Coffee may cut diabetes: new study
IANS , New York | Updated: April 25, 2014 12:17 IST
Love coffee? You have a fresh reason to go for another cup as increasing daily coffee consumption may significantly reduce type 2 diabetes risk. According to a promising research led by an Indian-American researcher, people who increased the amount of coffee each day by more than one cup over a four-year period had a 11 percent lower risk for type 2 diabetes than those who made no changes to their coffee consumption.
Alternatively, those who decreased their coffee consumption by more than a cup per day increased their type 2 diabetes risk by 17 percent, researchers from Harvard School of Public Health (HSPH) noted.
"Our findings confirm those of previous studies that showed that higher coffee consumption was associated with lower type 2 diabetes risk," said Shilpa Bhupathiraju, a research fellow in the department of nutrition at HSPH.
Most importantly, they provide new evidence that changes in coffee consumption habit can affect type 2 diabetes risk in a relatively short period of time, Bhupathiraju added.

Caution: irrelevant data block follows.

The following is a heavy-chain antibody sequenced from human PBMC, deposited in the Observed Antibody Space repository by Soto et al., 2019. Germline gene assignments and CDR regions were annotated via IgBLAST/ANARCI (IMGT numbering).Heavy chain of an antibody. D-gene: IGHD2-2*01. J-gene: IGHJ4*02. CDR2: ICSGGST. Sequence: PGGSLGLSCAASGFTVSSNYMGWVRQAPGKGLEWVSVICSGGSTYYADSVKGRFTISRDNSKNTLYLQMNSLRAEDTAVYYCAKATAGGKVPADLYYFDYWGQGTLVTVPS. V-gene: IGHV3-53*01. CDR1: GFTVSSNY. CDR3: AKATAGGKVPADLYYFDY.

The researchers evaluated participants' diets every four years with a questionnaire, and those who self-reported type 2 diabetes filled out additional questionnaires. A total of 7,269 cases of type 2 diabetes were documented.
Results showed that participants who increased their coffee consumption by more than one cup per day over a four-year period had a 11 percent lower risk of type 2 diabetes in the subsequent four years compared to those who made no changes in consumption.Those who lowered their daily coffee consumption by more than one cup had a 17 percent higher risk for diabetes. Changes in decaffeinated coffee consumption and caffeinated tea consumption were not associated with changes in risk for type 2 diabetes.
"Coffee is only one of many factors that influence diabetes risk. More importantly, individuals should watch their weight and be physically active," explained Frank Hu, senior author and professor of nutrition and epidemiology at HSPH.
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